Reserve four months ahead. Some flying bridge oats. Calville Bay: 10-sleepers; $2,295. Cottonwood Cove: 10-sleepers; $2,395. For both, call (702) 565-7340 or in California and Arizona (800) 255-5561.

Echo Bay and Lake Mohave Resort: (800) 752-9669; 6- and 10-sleepers; $1,495, $1,975. Willow Beach Resort: (602) 7673331; 14-sleepers; $2,500.

NEW MEXICO, COLORADO Navajo Lake (Farmington, New Mexico). This 35-mile-long, 15,000-acre high-desert lake has cold waters swimmable by midsummer. Great fishing for kokanee salmon, rainbow and brown trout. Season: April to September. Reserve four months ahead. Some flying bridge boats.

Navajo Lake Marina: (505) 632-3245; 10sleepers; $1,325 to $1,495. San Juan Marina: (303) 883-2343; 6- and 10sleepers; $970, $1,425.

WASHINGTON Franklin Roosevelt Lake (Grand Coulee). This 150-mile-long lake on the dammed Columbia River has dry, sage-covered southern shores, lush forest on north shores. Lake has 32 fish species, including kokanee salmon, rainbow trout, walleye. Reserve six months ahead. Good selection of boats, including flying bridge styles.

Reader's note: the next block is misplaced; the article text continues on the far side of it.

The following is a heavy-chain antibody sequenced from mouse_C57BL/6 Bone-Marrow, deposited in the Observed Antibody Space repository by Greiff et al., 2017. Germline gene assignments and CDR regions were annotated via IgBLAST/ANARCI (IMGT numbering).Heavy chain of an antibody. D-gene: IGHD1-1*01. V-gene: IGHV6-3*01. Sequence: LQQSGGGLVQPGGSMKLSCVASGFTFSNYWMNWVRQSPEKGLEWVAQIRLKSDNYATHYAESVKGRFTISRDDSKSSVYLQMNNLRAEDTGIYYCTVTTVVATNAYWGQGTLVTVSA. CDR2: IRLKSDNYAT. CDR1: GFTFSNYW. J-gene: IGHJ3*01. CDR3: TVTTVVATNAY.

Lake Roosevelt Houseboats, Kettle Falls Marina: (509) 738-6121, (800) 635-7585 in Washington; 10/12-sleepers; 1,845. Lake Roosevelt Vacations, Keller Ferry Marina: (509) 633-0201, in Washington (800) 648-5253; 10- and 13-sleepers; $1,595, $1,785.

For solitude: lakes with a few rentals In California, try Bullards Bar Reservoir (Nevada City), Emerald Cove Marina, (916) 692-2166. Englebright Lake (Marysville) has Skippers Cove Marina, (916) 639-2272. Lake Berryessa (Napa) has Markley Cove Resort, (707) 9662134. Near Sonora, there's Lake McClure, with Barrett Cove Marina, (209) 378-2441, and the marina at New Melones Lake, (209) 785-3300. Lake San

Antonio (Paso Robles) marina may operate; call (805) 472-2313.

In Oregon, try Lake Billy Chinook (Bend), Chinook Water Chalets, (503) 546-2939. In New Mexico, Elephant Butte Reservoir (Truth or Consequences) has Elephant Butte Marina, (505) 7445486. On the Wyoming-Utah border, Flaming Gorge Reservoir has the Lucerne Valley Marina, (801) 784-3483.

If you own a view, watch wildlife, or want to satisfy the amateur astronomer in you, a spotting scope might be just what you need. More powerful than binoculars but less than astronomical telescopes, spotting scopes let you observe Jupiter's moons or the tail feathers of a distant hawk. Several kinds of scopes are available, most in the $200 to $600 range. You'll find the best selection of scopes in camera or sporting goods stores.

Mirror, refractor, porro, roof prism: what's the difference?